U.S. orders aircraft carrier on standby for Iraq

The U.S. will deploy one of its naval aircraft carriers to the Gulf to give President Barack Obama military options

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U.S. Defense Secretary Chuck Hagel ordered an aircraft carrier moved into the Gulf on Saturday, readying it in case Washington decides to pursue a military option after insurgents overwhelmed a string of Iraqi cities this week and threatened Baghdad, Reuters reported.

“The order will provide the Commander-in-Chief additional flexibility should military options be required to protect American lives, citizens and interests in Iraq,” Reuters quoted the Pentagon as saying in a statement.

The carrier USS George H.W. Bush, moving from the North Arabian Sea, will be accompanied by the guided-missile cruiser USS Philippine Sea and the guided-missile destroyer USS Truxtun, the statement said. It added the ships were expected to complete their transit into the Gulf later on Saturday.

Hagel’s announcement came after one U.S. official said Washington will deploy one of its naval aircraft carriers to the Gulf to give President Barack Obama military options in light of the situation in Iraq, CNN quoted him as saying.


The U.S. official told CNN that Washington plans to move the George H.W. Bush aircraft carrier to provide the American president with options for possible airstrikes.

Obama on Friday set the bar high for U.S. military involvement in Iraq, where a string of areas have fallen to militants belonging to the Islamic State of Iraq and Greater Syria, ruling out the possibility of putting U.S. troops on the ground in Iraq.

But the U.S. leader did say he was considering a range of other options drawn up by the Pentagon.

The Associated Press quoted administration officials as saying the options Obama was considering are strikes using drones or manned aircrafts, as well as boosts in surveillance and intelligence gathering, including satellite coverage and other monitoring efforts.

The Baghdad government is facing a growing insurgency led by ISIS militants who this week seized a number of areas including Mosul, Iraq’s second largest city, and vowed to advance on the capital.

Fighters under the black flag of ISIL are sweeping toward the capital in a campaign to recreate a mediaeval caliphate carved out of fragmenting Iraq and Syria, Reuters news agency said.

The government has bolstered the capital’s defenses.

“We put in place a new plan to protect Baghdad,” Interior Ministry spokesman Brig. Gen. Saad Maan told AFP Friday.

“The plan consists of intensifying the deployment of forces, and increasing intelligence efforts and the use of technology such as [observation] balloons and cameras and other equipment,” Maan said.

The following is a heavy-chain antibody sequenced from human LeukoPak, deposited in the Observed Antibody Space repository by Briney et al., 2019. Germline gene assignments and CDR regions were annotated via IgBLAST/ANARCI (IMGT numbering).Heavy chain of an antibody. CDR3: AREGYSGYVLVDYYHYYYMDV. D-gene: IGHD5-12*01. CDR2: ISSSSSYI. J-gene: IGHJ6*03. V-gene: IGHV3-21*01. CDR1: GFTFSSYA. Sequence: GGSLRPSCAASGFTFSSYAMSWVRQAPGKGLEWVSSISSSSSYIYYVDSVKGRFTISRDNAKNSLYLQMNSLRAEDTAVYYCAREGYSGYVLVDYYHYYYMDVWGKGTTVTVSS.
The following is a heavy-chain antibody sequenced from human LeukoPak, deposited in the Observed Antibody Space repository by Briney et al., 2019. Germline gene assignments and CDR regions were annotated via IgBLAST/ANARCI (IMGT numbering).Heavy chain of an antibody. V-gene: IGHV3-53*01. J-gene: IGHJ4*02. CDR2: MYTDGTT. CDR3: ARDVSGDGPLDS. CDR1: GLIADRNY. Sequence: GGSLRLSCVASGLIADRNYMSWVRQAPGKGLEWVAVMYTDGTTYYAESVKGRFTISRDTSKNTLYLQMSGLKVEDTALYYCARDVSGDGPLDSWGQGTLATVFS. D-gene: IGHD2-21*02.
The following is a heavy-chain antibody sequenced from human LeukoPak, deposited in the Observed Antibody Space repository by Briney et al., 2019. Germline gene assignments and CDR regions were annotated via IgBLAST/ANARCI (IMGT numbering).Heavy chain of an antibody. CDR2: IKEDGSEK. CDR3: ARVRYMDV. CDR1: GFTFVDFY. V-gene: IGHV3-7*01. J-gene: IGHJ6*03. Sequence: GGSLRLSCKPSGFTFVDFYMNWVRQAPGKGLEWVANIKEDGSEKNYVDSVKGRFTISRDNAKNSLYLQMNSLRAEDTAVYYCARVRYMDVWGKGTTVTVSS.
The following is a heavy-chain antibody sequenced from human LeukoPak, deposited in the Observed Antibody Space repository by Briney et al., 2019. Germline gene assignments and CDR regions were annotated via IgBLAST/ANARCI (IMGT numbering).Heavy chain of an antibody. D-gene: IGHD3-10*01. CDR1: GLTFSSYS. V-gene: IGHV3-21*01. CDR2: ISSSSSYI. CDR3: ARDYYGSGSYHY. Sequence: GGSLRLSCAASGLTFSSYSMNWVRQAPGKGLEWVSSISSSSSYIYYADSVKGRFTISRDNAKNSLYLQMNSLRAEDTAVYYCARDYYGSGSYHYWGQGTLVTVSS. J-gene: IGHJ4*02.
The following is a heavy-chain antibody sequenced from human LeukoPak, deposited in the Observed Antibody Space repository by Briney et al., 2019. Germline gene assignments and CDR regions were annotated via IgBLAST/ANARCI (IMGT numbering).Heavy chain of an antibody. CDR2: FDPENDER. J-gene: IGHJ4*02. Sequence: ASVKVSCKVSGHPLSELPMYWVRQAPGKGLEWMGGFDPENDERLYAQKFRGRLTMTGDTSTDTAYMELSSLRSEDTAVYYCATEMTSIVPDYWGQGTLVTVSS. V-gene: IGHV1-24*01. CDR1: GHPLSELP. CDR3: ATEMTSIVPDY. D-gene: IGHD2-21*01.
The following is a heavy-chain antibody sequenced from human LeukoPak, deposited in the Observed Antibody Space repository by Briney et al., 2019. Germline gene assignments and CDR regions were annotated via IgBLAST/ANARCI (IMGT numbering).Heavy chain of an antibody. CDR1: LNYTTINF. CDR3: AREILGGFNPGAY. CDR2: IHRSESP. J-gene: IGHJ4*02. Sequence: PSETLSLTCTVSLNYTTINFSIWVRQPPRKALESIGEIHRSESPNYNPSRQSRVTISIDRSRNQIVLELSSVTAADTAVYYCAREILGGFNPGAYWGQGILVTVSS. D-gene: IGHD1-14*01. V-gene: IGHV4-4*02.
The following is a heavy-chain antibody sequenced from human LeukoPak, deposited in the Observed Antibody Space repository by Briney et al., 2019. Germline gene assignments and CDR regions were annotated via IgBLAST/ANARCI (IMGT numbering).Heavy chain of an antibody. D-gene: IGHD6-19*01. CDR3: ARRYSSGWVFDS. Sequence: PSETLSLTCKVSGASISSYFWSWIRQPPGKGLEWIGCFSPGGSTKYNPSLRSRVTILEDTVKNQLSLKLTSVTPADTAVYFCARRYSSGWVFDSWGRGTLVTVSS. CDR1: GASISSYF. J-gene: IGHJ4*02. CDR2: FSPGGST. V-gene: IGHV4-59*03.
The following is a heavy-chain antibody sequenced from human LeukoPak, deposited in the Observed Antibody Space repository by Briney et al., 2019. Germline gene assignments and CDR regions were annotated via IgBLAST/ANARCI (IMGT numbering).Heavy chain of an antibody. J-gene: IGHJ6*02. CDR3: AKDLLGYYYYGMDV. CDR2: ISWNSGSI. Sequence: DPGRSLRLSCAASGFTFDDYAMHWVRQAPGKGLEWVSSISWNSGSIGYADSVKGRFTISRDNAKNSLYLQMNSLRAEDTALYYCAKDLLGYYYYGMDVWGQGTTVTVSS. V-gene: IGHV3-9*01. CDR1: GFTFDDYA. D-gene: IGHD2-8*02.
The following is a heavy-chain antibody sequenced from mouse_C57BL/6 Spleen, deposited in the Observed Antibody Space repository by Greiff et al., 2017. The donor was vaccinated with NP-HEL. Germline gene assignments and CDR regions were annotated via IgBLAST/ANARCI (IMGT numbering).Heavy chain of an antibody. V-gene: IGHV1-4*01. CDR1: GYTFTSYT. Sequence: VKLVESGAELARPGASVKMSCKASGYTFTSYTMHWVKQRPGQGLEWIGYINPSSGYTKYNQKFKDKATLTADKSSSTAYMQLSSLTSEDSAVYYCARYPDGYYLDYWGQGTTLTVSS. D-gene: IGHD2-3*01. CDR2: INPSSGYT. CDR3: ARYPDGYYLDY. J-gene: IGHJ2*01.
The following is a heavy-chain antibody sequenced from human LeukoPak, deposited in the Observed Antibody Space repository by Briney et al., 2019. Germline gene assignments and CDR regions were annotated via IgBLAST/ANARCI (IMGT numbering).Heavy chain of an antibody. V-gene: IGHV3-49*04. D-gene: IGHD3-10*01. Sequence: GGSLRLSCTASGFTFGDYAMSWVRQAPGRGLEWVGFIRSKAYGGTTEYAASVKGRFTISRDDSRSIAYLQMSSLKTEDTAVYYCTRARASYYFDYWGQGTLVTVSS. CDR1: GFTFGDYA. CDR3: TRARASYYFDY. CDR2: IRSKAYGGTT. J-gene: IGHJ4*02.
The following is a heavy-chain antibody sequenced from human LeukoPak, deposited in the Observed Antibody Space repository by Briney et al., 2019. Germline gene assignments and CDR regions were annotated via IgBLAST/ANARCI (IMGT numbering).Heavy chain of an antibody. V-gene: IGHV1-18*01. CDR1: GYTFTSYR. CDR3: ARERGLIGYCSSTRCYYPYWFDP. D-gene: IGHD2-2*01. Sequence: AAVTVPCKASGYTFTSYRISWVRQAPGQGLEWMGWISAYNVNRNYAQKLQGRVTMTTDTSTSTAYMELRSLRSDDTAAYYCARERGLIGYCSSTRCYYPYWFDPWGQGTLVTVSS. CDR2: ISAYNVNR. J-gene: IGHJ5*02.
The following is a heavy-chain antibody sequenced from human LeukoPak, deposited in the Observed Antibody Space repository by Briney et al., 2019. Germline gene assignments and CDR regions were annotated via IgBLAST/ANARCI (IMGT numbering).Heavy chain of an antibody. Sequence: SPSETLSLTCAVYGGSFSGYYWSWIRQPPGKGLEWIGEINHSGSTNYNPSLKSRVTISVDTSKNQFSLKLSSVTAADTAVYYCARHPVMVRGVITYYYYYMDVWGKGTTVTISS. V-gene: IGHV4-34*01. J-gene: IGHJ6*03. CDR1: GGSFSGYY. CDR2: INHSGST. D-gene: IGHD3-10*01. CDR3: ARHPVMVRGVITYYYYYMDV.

U.S. intelligence agencies assess that Baghdad is unlikely to fall, according to officials who were briefed on the matter but could not be quoted by name because the briefings were classified, the Associated Press reported.

The growing insurgency against the Shiite-led government of Prime Minister Nouri al-Maliki has raised the specter of a civil war in Iraq.

Iraq's most senior Shiite Muslim cleric urged followers to take up arms against the insurgency.

In a rare intervention at Friday prayers in the holy city of Kerbala, a message from Grand Ayatollah Ali al-Sistani, who is the highest religious authority for Shiites in Iraq, said people should unite to fight back against a lightning advance by militants from ISIS.

"People who are capable of carrying arms and fighting the terrorists in defense of their country ... should volunteer to join the security forces to achieve this sacred goal," said Sheikh Abdulmehdi al-Karbalai, delivering Sistani's message.

Those killed fighting ISIL militants would be martyrs, he said as the faithful chanted in acknowledgement.

There are concerns that sectarian and tribal conflict might dismember Iraq into Shi'ite, Sunni and Kurdish entities.

On Friday, Iraq's most senior Shiite Muslim cleric urged followers to take up arms against a full-blown Sunni militant insurgency to topple Shiite Prime Minister Nuri al-Maliki, a conflict that threatens civil war and a possible break-up of the country.

Obama Friday left himself a clear off-ramp by making military action in Iraq contingent on a "serious and sincere effort by Iraq's leaders to set aside sectarian differences" between the nation's Sunnis and Shiites.

"We can't do it for them," he said. "And in the absence of this type of political effort, short-term military action, including any assistance we might provide, won't succeed."

(With AP and Reuters)

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